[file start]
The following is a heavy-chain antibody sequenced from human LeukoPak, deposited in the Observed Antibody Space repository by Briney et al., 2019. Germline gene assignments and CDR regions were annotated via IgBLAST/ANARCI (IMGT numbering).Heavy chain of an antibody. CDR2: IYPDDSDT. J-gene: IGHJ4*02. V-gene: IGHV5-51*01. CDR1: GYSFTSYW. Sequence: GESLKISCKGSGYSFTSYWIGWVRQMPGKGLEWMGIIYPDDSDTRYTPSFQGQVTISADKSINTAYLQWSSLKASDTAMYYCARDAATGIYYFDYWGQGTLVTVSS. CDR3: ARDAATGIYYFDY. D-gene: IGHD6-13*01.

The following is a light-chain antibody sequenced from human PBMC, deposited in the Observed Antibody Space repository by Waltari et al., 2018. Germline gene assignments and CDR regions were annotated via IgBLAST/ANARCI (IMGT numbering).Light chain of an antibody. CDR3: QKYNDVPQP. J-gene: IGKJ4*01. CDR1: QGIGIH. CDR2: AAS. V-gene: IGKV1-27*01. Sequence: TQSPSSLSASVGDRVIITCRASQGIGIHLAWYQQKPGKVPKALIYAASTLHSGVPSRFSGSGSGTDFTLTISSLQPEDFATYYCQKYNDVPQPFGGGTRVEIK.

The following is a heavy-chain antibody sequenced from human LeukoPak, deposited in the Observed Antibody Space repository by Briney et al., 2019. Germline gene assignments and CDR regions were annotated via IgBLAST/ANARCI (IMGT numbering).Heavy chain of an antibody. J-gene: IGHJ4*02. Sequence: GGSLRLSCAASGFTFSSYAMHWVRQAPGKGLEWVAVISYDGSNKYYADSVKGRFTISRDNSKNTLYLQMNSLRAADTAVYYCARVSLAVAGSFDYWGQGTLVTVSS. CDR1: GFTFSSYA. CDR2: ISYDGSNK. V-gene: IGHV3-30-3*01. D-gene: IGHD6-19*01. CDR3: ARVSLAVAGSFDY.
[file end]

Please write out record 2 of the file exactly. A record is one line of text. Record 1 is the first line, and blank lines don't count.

The following is a light-chain antibody sequenced from human PBMC, deposited in the Observed Antibody Space repository by Waltari et al., 2018. Germline gene assignments and CDR regions were annotated via IgBLAST/ANARCI (IMGT numbering).Light chain of an antibody. CDR3: QKYNDVPQP. J-gene: IGKJ4*01. CDR1: QGIGIH. CDR2: AAS. V-gene: IGKV1-27*01. Sequence: TQSPSSLSASVGDRVIITCRASQGIGIHLAWYQQKPGKVPKALIYAASTLHSGVPSRFSGSGSGTDFTLTISSLQPEDFATYYCQKYNDVPQPFGGGTRVEIK.